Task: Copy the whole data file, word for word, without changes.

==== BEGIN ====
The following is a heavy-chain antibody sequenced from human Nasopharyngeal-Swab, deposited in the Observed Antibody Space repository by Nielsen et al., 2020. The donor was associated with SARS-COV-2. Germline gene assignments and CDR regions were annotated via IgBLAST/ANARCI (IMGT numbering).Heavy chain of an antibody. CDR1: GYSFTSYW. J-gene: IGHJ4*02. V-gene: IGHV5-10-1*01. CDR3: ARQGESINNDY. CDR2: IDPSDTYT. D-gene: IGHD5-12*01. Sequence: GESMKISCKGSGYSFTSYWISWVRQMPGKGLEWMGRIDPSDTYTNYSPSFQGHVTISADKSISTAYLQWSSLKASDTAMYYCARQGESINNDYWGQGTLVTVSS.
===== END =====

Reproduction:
The following is a heavy-chain antibody sequenced from human Nasopharyngeal-Swab, deposited in the Observed Antibody Space repository by Nielsen et al., 2020. The donor was associated with SARS-COV-2. Germline gene assignments and CDR regions were annotated via IgBLAST/ANARCI (IMGT numbering).Heavy chain of an antibody. CDR1: GYSFTSYW. J-gene: IGHJ4*02. V-gene: IGHV5-10-1*01. CDR3: ARQGESINNDY. CDR2: IDPSDTYT. D-gene: IGHD5-12*01. Sequence: GESMKISCKGSGYSFTSYWISWVRQMPGKGLEWMGRIDPSDTYTNYSPSFQGHVTISADKSISTAYLQWSSLKASDTAMYYCARQGESINNDYWGQGTLVTVSS.